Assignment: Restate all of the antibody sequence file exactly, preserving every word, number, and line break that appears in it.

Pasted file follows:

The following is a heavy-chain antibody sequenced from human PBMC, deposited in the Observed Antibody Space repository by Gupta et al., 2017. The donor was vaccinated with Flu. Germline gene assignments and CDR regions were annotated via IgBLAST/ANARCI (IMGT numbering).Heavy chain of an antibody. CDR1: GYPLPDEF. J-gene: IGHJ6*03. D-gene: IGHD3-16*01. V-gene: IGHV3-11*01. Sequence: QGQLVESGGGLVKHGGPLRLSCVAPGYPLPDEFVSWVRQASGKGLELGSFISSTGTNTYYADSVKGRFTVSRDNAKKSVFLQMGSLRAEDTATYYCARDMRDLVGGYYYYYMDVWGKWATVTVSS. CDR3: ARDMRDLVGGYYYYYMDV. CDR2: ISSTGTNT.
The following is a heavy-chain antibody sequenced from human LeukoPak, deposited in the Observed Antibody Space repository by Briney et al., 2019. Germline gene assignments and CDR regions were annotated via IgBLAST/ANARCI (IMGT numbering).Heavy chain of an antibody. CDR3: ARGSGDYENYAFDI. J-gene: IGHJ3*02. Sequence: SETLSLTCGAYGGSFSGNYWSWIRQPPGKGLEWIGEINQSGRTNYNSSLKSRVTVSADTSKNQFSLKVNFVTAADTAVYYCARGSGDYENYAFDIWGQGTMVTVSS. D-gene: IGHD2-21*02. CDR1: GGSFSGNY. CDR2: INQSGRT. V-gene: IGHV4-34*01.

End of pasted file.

The following is a heavy-chain antibody sequenced from human PBMC, deposited in the Observed Antibody Space repository by Gupta et al., 2017. The donor was vaccinated with Flu. Germline gene assignments and CDR regions were annotated via IgBLAST/ANARCI (IMGT numbering).Heavy chain of an antibody. CDR1: GYPLPDEF. J-gene: IGHJ6*03. D-gene: IGHD3-16*01. V-gene: IGHV3-11*01. Sequence: QGQLVESGGGLVKHGGPLRLSCVAPGYPLPDEFVSWVRQASGKGLELGSFISSTGTNTYYADSVKGRFTVSRDNAKKSVFLQMGSLRAEDTATYYCARDMRDLVGGYYYYYMDVWGKWATVTVSS. CDR3: ARDMRDLVGGYYYYYMDV. CDR2: ISSTGTNT.
The following is a heavy-chain antibody sequenced from human LeukoPak, deposited in the Observed Antibody Space repository by Briney et al., 2019. Germline gene assignments and CDR regions were annotated via IgBLAST/ANARCI (IMGT numbering).Heavy chain of an antibody. CDR3: ARGSGDYENYAFDI. J-gene: IGHJ3*02. Sequence: SETLSLTCGAYGGSFSGNYWSWIRQPPGKGLEWIGEINQSGRTNYNSSLKSRVTVSADTSKNQFSLKVNFVTAADTAVYYCARGSGDYENYAFDIWGQGTMVTVSS. D-gene: IGHD2-21*02. CDR1: GGSFSGNY. CDR2: INQSGRT. V-gene: IGHV4-34*01.